• Has contraindications to exercise such as uncontrolled hypertension
  • Displayed signs and symptoms that need to be evaluated by a physician
  • Cannot cycle
  • Has a recent history of unstable medical conditions

Summary of the Research Design and Methods[edit]

  • Once the participants were deemed eligible, all study activities were conducted at a retirement community in Saint Paul, Minnesota.
  • Participants who lived outside the retirement community were transported to and from the retirement community by research staff.
  • Participants completed individualised, moderate intensity cycling on Precor™ recumbent stationary cycles 3 times a week for 6 months.
  • Cycling was conducted for 10 to 45 minutes per session under the supervision of a certified exercise therapist
  • At baseline and when participants completed 3 and 6 months of cycling, outcomes were collected using specific tests on following:
    • Executive function
      • The Executive Interview (EXIT-25)[6]
      • The Stroop Colour-Word Test[7]
      • The Trail Making Test (TMT)[8]
      • The Controlled Oral Word Association (COWA-FAS) Test[9]
    • Global cognition
      • The MMSE[10]
      • The AD Assessment Scale–Cognitive Subscale (ADAS-cog)[11]
    • QOL
    • Depression.
      • The Geriatric Depression Scale–Short Form (GDS-SF)[13]

What were the basic results?[edit]

Results from the present research portray potential changes over time within the participants. Scores on three of the executive function measures show a trend towards improvement from baseline to 3 and 6 months[1]. EXIT-25: Baseline - 13.3, month 3 - 11.6, month 6 11.6. Stroop Colour-Word Test: Baseline - 17.6, month 3 - 28.0, month 6 20.1. COWA-FAS: Baseline - 20.6, month 3 - 26.9, month 6 - 27.3. Although these results look promising, they are statically insignificant according to Friedman’s Test of Significance as they are all a level of significance >0.5[1]. The only measure that showed a statistically significant improvement was significant linear decrease in depression scores over time (p = .026. At month 3 participants reported significantly less depressive symptoms compared to baseline and at month 6 compared with month 3. Baseline: 2.8 ± 4.3, month 3: 2.0 ± 1.9, month 6: 0.9 ± 1.7[1]. The authors emphasised on the suggestion that the executive function measures could be positively impacted by the intervention along with the significant decline of depressive symptoms in this time frame.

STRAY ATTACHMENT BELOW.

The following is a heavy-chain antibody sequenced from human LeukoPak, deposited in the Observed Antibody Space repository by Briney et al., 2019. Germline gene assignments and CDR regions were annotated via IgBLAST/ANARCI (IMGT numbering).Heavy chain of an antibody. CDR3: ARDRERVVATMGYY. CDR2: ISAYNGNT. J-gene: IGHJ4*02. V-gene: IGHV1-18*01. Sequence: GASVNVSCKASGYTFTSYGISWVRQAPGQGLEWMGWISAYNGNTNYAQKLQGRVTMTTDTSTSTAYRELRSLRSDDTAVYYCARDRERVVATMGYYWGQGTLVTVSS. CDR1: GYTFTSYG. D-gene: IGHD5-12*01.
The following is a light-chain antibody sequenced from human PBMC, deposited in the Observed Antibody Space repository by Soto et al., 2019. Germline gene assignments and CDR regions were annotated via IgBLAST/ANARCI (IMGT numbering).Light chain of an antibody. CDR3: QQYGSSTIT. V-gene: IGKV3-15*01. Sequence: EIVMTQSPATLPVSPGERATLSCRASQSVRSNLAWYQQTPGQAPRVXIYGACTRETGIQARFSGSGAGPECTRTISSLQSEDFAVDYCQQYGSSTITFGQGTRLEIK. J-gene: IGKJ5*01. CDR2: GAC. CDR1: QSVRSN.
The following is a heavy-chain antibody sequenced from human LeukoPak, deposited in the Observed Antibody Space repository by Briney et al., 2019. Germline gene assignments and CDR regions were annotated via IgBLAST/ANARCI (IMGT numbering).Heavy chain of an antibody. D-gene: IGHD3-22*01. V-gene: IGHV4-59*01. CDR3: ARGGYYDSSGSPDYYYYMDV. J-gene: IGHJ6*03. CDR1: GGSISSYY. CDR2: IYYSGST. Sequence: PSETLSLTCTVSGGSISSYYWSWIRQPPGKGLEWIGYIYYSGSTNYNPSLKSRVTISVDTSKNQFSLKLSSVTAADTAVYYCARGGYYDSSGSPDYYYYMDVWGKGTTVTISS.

What conclusions can we take from this research?[edit]

As this is just a small pilot study, it is not powered to detect significant differences. The overall results were not statistically significant, although they do suggest that there is possibility that aerobic exercise can have positive impacts on executive function, QOL, and depression in older adults with AD. Aerobic exercise can be seen to be a positive intervention for AD.

A 26-week randomised control trial in 2017 came to a similar conclusion[14]. It showed that participants with AD who performed regular aerobic exercise had benefits associated with functional ability.

Practical Advice[edit]

Emerging study suggest that older adults with AD were significantly less physically active than those without AD[15]. This could lead to all the negative health consequences associated with physical inactivity. Individuals with AD are likely to achieve many of the same health benefits resulting from aerobic exercise participation irregardless of the factors correlating directly to AD.